I have such fond memories of my childhood and I remember my bedroom being my sanctuary where I would play for hours on end, immersed in my own imaginary games. I used to have a big white wicker chair and a vintage floral bedspread and I still love that style today. This has been a big inspiration for our second collection coming in SS17/18.
Do you wear pattern?!
I don’t tend to wear a lot of pattern, I am more of a jeans and white tshirt kind of girl! However I express my love of colour and pattern in our home decor. Our floor rug, throw cushions, fruit bowl, wall prints etc all have beautiful pattern and colour and surrounding myself with beautiful colours makes me feel so happy and uplifted. I also have a lot of indoor plants so I am constantly surrounded by the natural patterns their leaves and flowers create.
Where do you go for inspiration?
My children and nature are two things that I always get so much inspiration from. I design with my children in mind and what I know they would love, and I also think back to when I was a child and what I would have loved. I only have to step outside into my garden to be inspired by the flowers, stars, wildlife and creatures and every new season brings new inspiration and ideas.
What are the current trends you’re loving and hating?
I am absolutely loving the floral trends at the moment and I always love anything with a vintage twist. I never hate a trend, as I think there is something beautiful and inspirational in everything. However I am not personally a fan of the monochrome trend. I think children are so full of creativity and imagination and I think they need colour in their spaces to inspire them!
If there was one artist you wish you could collaborate with, dead or alive, who would it be?
I would have to say one of my favourite artists of all time is Claude Monet. I absolutely love his paintings of the french countryside and all the beautiful ponds and parks. Every one of his paintings makes me wish I could transport into it and just sit and be. They have such a sense of peace and tranquility about them and his appreciation for nature is truly evident. Something I wish to imprint on my own children.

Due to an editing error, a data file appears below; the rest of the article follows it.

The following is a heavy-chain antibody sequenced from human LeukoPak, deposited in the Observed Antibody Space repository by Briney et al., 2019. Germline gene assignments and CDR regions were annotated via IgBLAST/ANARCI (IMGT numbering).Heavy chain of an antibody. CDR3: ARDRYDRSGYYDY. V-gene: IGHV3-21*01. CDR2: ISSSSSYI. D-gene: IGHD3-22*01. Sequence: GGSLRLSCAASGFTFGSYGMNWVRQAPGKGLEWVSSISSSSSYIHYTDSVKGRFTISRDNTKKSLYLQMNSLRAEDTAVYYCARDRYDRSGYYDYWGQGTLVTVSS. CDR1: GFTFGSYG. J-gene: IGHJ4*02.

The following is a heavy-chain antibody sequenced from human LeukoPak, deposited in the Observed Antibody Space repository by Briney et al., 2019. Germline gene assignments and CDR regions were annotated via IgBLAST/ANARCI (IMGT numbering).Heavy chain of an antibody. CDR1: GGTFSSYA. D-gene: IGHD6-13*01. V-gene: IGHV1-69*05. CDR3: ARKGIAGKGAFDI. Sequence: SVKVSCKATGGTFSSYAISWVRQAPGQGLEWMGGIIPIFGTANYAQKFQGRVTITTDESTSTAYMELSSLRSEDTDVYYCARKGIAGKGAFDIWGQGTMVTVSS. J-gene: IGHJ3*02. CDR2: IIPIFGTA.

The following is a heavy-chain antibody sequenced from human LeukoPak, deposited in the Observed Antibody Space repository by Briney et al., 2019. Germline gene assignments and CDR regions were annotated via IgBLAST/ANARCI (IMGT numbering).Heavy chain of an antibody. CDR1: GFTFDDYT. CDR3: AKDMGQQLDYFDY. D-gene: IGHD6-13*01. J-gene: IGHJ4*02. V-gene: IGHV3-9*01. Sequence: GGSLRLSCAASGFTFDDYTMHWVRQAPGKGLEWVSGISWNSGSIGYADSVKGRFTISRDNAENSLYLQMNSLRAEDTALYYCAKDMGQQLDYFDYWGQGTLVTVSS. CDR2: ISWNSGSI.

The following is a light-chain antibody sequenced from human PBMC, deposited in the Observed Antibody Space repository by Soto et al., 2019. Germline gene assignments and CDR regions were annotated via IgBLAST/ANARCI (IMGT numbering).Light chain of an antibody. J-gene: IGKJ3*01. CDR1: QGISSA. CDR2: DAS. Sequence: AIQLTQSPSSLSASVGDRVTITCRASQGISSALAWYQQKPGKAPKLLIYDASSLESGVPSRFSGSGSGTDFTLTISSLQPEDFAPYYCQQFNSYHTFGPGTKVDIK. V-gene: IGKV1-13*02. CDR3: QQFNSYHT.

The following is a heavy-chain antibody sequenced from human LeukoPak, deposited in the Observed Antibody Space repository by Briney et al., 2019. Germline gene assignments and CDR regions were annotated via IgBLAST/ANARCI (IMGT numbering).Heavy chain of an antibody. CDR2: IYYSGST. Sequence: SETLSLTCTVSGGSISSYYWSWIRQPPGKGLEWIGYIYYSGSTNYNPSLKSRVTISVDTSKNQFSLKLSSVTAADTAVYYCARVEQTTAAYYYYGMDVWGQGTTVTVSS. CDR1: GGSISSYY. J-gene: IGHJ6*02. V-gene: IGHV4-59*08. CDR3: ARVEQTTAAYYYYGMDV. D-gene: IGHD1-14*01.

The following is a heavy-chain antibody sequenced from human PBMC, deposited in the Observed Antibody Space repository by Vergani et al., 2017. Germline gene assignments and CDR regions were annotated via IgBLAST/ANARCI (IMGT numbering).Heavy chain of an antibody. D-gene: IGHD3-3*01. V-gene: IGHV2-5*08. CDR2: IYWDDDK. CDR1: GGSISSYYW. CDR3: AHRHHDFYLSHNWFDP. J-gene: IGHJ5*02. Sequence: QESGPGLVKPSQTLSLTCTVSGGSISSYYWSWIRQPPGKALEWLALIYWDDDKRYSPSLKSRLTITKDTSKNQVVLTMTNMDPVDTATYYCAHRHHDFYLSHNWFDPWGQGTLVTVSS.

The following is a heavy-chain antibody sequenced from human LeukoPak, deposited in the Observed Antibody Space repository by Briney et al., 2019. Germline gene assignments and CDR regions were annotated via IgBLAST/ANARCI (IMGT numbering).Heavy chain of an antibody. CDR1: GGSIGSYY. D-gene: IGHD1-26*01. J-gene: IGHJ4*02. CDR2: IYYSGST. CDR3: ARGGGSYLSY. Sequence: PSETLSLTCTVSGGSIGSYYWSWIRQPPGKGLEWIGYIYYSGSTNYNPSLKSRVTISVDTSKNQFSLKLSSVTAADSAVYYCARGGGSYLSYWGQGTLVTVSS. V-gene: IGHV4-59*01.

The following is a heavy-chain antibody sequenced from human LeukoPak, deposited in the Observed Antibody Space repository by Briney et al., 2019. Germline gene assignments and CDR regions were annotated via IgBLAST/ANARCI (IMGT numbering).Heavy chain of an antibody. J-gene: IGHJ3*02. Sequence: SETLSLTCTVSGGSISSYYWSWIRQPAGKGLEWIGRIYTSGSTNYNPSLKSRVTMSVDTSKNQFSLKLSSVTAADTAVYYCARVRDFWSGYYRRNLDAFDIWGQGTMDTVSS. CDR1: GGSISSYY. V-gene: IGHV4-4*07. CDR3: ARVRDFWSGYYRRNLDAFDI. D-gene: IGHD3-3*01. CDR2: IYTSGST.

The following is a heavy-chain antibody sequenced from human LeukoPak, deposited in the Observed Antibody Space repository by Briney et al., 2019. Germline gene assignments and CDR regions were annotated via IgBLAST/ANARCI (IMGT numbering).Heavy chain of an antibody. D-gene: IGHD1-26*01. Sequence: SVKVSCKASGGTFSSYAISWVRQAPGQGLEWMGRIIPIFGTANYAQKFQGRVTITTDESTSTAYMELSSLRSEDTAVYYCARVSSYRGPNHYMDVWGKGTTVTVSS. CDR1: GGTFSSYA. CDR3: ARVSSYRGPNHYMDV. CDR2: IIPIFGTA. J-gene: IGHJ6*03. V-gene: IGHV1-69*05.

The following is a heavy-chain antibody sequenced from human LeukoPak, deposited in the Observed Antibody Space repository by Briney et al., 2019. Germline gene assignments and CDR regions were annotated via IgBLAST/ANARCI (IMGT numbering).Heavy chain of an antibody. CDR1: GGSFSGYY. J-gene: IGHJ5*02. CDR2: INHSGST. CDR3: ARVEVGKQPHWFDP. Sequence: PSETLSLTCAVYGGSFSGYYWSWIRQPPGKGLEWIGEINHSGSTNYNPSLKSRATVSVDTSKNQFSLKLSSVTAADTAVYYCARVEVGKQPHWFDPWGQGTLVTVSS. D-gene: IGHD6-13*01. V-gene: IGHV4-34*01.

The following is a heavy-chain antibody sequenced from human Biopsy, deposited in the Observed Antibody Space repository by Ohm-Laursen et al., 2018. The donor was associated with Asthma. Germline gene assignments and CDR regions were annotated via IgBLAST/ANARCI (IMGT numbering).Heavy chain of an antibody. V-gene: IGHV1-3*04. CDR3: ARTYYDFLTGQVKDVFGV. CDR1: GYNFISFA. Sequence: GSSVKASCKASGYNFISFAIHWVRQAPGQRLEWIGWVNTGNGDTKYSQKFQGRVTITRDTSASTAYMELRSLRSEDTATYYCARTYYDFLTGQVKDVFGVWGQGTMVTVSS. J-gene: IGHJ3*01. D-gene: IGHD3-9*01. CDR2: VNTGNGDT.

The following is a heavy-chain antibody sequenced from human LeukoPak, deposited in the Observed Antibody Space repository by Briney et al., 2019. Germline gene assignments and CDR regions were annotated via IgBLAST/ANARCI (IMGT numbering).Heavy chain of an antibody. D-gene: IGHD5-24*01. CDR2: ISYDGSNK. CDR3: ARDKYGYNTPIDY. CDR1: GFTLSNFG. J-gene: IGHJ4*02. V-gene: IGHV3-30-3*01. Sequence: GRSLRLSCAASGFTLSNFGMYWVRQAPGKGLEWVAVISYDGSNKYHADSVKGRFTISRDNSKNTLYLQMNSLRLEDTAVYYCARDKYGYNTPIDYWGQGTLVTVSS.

How do you take a break from business?
I only work on my business when my children are napping are when they are with my mum, one day a week. I have a very strict rule in my house where I am not to do business while my children around awake. They come first and I want to be present in their lives. That’s the beauty of an online business, the hours are totally flexible and work really well with a young family.
What are your wildest dreams for The Midnight Gang?
My wildest dreams are that The Midnight Gang becomes a household name and a ‘go to’ place for beautiful bedding and children’s homewares. I would love to see our blankets stocked in my favourite stores and it would be an absolute dream to open the pages of Real Living magazine and see my very own products featured on their gorgeous glossy pages!
When I was nine, one of my best friends copied my work. I had been copied for a long time before that, but when her work received acclaim I couldn’t emotionally handle that. I shed some tears. Her Mum comforted me and told me it was a form of flattery and so, I have spent 23 years convincing myself that this is true. I was angry, I didn’t want peoples’ stupid flattery when it felt like theft! But what’s interesting is that nowadays the anger is gone. I understand copying. To learn new techniques (not for profit, for learning, in the privacy of my studio) I have copied other artists. I have carefully studied Mary Blair and tried to replicate her work or watched YouTube videos on Manga drawing. I have copied. I have also had big businesses ask me to copy other peoples’ work. And. I have had sweet, innocent, little businesses ask me to copy other designers’ work. I’ve been sent screenshots from other companies and asked to do ‘basically exactly this’ or given a small swatch and been asked for ‘this style’. When I try and stray, try to add some Ellie-flavour or create something more in-line with their brand or trends they direct me back to the original brief, ‘no, we just want it like this one’. I don’t need outrage about the ethical quandary this puts me in. I’m not even angry. I get it, it’s life. I’m not writing another copycat post full of anger (because I get it, I do, I have felt the anger). But instead, I want to move past the emotion and perhaps, maybe, suggest a systematic sickness and the antidote. An antidote in the form of 5, possibly difficult, tablets to swallow!
1. Recognise that fashion is copy. (Ironic, no? That the first step to changing is acceptance?! What is this, Ellie? AA?! But seriously.)It can be sad. It can be frustrating. But it can also be freeing.I highly recommend Johanna Blakley’s popular 15-minute TED talk, “Lessons from Fashion’s Free Culture” (or here’s the transcript). In it, Blakley talks about the legality of copyright and how the fashion industry is unique: